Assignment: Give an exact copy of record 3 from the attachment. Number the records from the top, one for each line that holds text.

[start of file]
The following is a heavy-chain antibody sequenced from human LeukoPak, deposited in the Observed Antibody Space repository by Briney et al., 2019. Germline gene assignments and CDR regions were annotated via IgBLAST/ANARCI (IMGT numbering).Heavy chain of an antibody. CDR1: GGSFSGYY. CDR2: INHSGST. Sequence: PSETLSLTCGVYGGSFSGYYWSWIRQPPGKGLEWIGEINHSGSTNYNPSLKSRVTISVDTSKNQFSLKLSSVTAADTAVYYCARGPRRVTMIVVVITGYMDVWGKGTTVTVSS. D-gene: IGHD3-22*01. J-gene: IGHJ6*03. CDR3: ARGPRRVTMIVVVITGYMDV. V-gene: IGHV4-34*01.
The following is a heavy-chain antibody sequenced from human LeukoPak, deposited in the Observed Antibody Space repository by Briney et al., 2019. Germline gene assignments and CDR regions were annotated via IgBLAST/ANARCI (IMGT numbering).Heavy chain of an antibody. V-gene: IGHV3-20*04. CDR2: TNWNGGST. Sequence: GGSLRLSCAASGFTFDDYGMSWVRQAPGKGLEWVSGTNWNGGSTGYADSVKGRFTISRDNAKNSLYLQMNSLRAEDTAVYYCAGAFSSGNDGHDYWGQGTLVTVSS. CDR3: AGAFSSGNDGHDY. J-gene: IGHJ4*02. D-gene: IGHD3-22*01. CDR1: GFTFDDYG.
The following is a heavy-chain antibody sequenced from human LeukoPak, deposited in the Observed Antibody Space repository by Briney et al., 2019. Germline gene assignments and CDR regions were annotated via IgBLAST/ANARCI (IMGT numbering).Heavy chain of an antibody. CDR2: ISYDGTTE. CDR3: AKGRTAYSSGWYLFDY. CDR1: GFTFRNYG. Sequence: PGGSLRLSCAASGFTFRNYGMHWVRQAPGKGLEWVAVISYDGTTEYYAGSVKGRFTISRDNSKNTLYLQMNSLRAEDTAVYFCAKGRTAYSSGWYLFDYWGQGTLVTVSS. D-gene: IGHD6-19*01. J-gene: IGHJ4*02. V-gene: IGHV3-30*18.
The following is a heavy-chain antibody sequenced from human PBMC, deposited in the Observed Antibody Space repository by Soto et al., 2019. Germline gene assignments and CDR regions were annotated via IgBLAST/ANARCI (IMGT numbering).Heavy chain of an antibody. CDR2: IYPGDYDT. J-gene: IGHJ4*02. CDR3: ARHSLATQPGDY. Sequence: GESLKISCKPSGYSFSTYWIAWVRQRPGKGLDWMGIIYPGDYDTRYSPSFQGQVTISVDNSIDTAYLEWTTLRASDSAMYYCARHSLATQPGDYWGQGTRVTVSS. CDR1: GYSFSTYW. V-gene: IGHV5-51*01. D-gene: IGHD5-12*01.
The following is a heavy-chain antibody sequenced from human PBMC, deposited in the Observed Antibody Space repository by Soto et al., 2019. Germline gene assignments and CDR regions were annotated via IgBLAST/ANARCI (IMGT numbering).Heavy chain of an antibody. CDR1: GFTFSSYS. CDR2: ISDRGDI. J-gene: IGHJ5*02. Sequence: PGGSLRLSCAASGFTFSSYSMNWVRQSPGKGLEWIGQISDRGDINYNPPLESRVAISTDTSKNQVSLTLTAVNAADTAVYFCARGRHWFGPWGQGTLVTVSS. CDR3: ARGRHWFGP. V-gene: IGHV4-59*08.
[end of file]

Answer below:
The following is a heavy-chain antibody sequenced from human LeukoPak, deposited in the Observed Antibody Space repository by Briney et al., 2019. Germline gene assignments and CDR regions were annotated via IgBLAST/ANARCI (IMGT numbering).Heavy chain of an antibody. CDR2: ISYDGTTE. CDR3: AKGRTAYSSGWYLFDY. CDR1: GFTFRNYG. Sequence: PGGSLRLSCAASGFTFRNYGMHWVRQAPGKGLEWVAVISYDGTTEYYAGSVKGRFTISRDNSKNTLYLQMNSLRAEDTAVYFCAKGRTAYSSGWYLFDYWGQGTLVTVSS. D-gene: IGHD6-19*01. J-gene: IGHJ4*02. V-gene: IGHV3-30*18.